'InTime' at Espace Enny
I can clearly recall the first work of art by Cornelia Bruinewoud (Dutch 1958) I ever saw: a collection of aluminum bins filled with water, each also containing a piece of stone. A light bulb hung above each bin. It seemed quite easy to 'decipher' this installation: the combination of water and stone refers to erosion, of course, and the artist puts (quite literally) a spotlight on the influence of time on the physical.
But I was mistaken, I realized afterwards: this work of art, Wachten voor de bergen (Waiting for the mountains), could not be summarized so easily. The title pointed in a very different direction than erosion, and the installation also looked remarkably like a sort of incubator: light and water, and eventually that stone becomes a mountain.
'Wachten op bergen'by Cornelia Bruinewoud price on request.
During the opening of INTIME documenten van een langzame tijd (INTIME documents from a slow moving time) I am confronted again with art by Cornelia Bruinewoud. Waiting for the mountains is not in this exhibition, but there are many paintings that are at least as intriguing. They depict landscapes - or at least they look like landscapes - in a way that is as abstract as figurative.
'Wachten op de Bergen' installation by Cornelia Bruinewoud price on request
For example, two mountains are two dark, vertical shapes that reach from the 'bottom' of the painting. On the top half of the canvas there are two floating lighter, horizontal shapes: two clouds. Sometimes a mountain or another landscape element in a Bruinewoud painting seems to have been taken from the background of an old painting, or from an illustration in a children's book, but as often they are resemble icons or the legend of a map, like in Twee bergen, twee wolken (Two mountains, two clouds). The title explains what you are looking at; the subject has been reduced to the most essential.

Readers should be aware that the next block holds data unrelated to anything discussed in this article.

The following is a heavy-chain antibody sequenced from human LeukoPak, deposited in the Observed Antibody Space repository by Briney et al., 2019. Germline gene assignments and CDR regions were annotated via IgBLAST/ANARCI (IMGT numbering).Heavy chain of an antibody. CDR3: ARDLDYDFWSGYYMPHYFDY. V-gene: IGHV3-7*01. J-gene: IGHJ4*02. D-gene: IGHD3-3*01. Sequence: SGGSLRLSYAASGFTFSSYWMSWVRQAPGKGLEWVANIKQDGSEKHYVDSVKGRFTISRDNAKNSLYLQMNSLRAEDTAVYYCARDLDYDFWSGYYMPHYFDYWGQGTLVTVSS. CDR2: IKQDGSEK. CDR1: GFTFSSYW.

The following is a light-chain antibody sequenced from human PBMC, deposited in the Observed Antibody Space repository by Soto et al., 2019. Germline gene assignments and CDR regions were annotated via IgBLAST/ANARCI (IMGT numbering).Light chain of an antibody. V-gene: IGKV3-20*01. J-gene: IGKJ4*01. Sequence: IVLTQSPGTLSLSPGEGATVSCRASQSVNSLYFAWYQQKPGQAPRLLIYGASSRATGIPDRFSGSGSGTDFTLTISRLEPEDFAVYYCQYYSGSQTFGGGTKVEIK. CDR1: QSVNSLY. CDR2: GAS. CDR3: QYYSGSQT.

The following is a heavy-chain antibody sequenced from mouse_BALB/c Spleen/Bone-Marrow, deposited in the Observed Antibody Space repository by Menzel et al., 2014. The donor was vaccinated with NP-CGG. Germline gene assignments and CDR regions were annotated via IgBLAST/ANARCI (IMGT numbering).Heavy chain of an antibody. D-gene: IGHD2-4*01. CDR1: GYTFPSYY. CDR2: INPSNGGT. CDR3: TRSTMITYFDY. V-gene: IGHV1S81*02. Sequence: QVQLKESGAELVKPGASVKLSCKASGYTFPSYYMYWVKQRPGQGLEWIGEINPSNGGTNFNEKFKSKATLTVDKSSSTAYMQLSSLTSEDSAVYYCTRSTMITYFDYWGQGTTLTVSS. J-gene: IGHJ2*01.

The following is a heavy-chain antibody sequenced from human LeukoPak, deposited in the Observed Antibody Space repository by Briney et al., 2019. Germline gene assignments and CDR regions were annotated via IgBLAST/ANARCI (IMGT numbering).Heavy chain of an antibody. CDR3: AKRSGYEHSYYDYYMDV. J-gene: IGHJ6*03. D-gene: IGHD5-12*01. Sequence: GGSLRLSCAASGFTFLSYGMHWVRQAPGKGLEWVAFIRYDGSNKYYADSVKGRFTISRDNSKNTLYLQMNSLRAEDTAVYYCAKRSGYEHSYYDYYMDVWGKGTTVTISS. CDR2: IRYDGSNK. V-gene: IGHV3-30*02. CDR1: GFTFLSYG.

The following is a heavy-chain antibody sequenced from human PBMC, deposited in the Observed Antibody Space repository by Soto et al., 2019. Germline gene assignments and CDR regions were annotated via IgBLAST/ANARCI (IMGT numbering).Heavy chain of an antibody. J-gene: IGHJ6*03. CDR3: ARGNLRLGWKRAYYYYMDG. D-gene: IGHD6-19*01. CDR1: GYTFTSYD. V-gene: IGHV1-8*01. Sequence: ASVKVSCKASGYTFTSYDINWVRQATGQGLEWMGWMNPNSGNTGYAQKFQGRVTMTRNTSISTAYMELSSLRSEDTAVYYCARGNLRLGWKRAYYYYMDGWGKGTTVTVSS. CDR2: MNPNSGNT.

Twee Bergen, Twee wolken by Cornelia Bruinewoud (120 x 100 cm) available at Espace Enny
For this reason, among other things, it is rarely figurative artists to whom the thoughts wander. In Bruinewoud's paintings, the masters of abstraction echo earlier: Newman, Rothko and especially Mondrian.
Dictating Absence by Cornelia Bruinewoud (80 x 110 cm) available at Espace Enny
It is still quite a switch: how can these paintings be by the same artist as Wachten op de bergen (Waiting for the mountains)? That question is as equally confusing, but in a good way: slowly I’m getting the idea that the paintings work in the same way. You think you know what you are looking at, until you have to admit that the work escapes from your interpretation. The ground under your feet is gone and you have to look again; you have to keep looking.
A good example is the painting Moment: next to eacher other are a round, black form, a vertical, red-brown shape and a vertical, slightly dark-brown form. On top of the middle shape is a black ball: a boulder, as seen in Looney Tunes cartoons in which a coyote tries to catch the bizarrely fast bird Roadrunner by crushing it with that rock.
Moment by Cornelia Bruinewoud
Bruinewoud's reclined boulder looks like it can roll down any moment. Above the mountain on the right, a bird is flying: it is depicted in a schematic way, as a V-shape made of two wings - just as you often see them in the sky.
I’m thinking: this is still quite a figurative painting. But then that left form draws my attention again, seemingly floating in the air. Is it a black cloud, or am I looking at a piece of land from above? Does Bruinewoud bring different perspectives together, or are these mountain peaks actually lying pieces of land? Is that bird really a bird?
Written by Maarten Buser
Maarten Buser (author / gallery assistant)
'InTime documenten van een langzame tijd is an exposition about the riddle of time; a visual research into that. Naturally, that mystery can not only be done from art approached, but also from areas such as physics and philosophy. That is why special guests were invited during the exhibition to talk about their experience with time from their own background.